morning and we've just bought petrol from a roadside shack about 100km south of
San Luis. We had to as we're about to roll into the desert and there's no fuel
station for the next 250km. I'm writing this from the back seat of a Mini
Countryman that we've already done over 1000km in since yesterday morning. So
far the Dakar has been eventful, so I thought I'd fill you in on what's
happened so far.
proper entertainment. After scrutineering, something that happens behind closed
doors, all of the 431 competitors were presented to the thick melee of people
that packed into the area around Rosario's Monumento de la Bandera. Each and
every one rode or drove their machine up onto the podium and was interviewed.
If they didn't speak Spanish, their words had to be translated. This took a
while. About seven hours, in fact. The crowds never thinned, and even at 10pm
there were still people up lamp posts and trees.
is the crowd favourite, especially when he hits the ramp at speed in his bright
orange buggy and jumps clean through the podium. Carlos Sainz has the coolest
looking buggy, Race2Recovery the best support truck. One of the cars has what
appears to be a pair of bike wheels strapped to its back deck.
amazing. You know Dakar must be the biggest thing to have happened to Rosario
in the last couple of decades when there are still cheering crowds lining the
motorway 45km outside of town. It felt more like a Papal visit than a motor
race. The race proper didn't start until a few hundred km of road section had
been completed - all of it through hot, hazy, flat and agricultural land. Parallels
with America's mid-west are not misplaced.
stage was little more than a seeding process yesterday, all of the cars just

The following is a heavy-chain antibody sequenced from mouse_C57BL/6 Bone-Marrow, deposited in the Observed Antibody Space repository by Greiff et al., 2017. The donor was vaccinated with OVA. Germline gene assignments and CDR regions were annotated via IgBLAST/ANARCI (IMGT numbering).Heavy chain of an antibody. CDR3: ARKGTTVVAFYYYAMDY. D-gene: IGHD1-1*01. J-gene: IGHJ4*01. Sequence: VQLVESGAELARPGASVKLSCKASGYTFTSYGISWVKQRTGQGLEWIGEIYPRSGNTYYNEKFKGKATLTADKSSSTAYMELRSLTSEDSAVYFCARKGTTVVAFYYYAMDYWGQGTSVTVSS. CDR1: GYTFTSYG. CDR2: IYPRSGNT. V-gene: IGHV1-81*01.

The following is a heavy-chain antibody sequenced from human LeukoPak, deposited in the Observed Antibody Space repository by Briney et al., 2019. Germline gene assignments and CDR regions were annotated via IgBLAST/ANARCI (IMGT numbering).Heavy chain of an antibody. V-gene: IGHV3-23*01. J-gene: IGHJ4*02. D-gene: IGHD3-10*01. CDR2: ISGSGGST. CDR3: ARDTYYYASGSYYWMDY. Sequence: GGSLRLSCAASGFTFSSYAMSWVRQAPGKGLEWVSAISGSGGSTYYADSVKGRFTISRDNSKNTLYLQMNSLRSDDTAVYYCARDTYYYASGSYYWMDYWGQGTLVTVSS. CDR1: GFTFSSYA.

getting a measure of each other. All the leading contenders came through
unscathed, with six X-Raid Minis in the top ten, plus Sainz and Robbie Gordon.
There were issues for a few - Stephane Peterhansel had a puncture in stage and
there were several reports of cars suffering vapour lock (when the fuel
evaporates before it reaches the injectors) due to the high temperatures. It
was 38 degrees yesterday.
My day wasn't
exactly incident free either. The Mini dealer in Rosario had laid on three
Countrymans to get me and some other international journalists around. One had
colossal bulges in the tyre sidewalls, another a badly slipping clutch. That
was the one that eventually let us down, expiring in a noxious cloud some 230km
from the overnight bivouac at San Luis. We abandoned it and crammed ourselves
into the remaining two after swapping some tyres around. Our very own taste of
was amazing when we got there last night. A mobile encampment of some 1800
people, cars, trucks and bikes being pulled apart, the churn of generators -
work that didn't stop all night. And outside, Argentina was having a party,
crowds of people, fireworks, food stalls. The Dakar is a massive circus.